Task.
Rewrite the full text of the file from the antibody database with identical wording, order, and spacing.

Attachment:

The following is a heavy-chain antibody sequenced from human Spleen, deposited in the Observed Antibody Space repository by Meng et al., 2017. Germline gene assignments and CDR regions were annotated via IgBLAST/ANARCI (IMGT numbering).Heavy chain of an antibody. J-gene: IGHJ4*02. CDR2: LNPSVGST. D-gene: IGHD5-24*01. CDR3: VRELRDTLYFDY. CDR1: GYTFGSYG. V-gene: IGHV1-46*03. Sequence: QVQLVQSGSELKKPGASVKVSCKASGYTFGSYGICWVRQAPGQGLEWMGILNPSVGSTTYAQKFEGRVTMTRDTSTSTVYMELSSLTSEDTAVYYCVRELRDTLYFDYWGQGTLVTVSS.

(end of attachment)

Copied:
The following is a heavy-chain antibody sequenced from human Spleen, deposited in the Observed Antibody Space repository by Meng et al., 2017. Germline gene assignments and CDR regions were annotated via IgBLAST/ANARCI (IMGT numbering).Heavy chain of an antibody. J-gene: IGHJ4*02. CDR2: LNPSVGST. D-gene: IGHD5-24*01. CDR3: VRELRDTLYFDY. CDR1: GYTFGSYG. V-gene: IGHV1-46*03. Sequence: QVQLVQSGSELKKPGASVKVSCKASGYTFGSYGICWVRQAPGQGLEWMGILNPSVGSTTYAQKFEGRVTMTRDTSTSTVYMELSSLTSEDTAVYYCVRELRDTLYFDYWGQGTLVTVSS.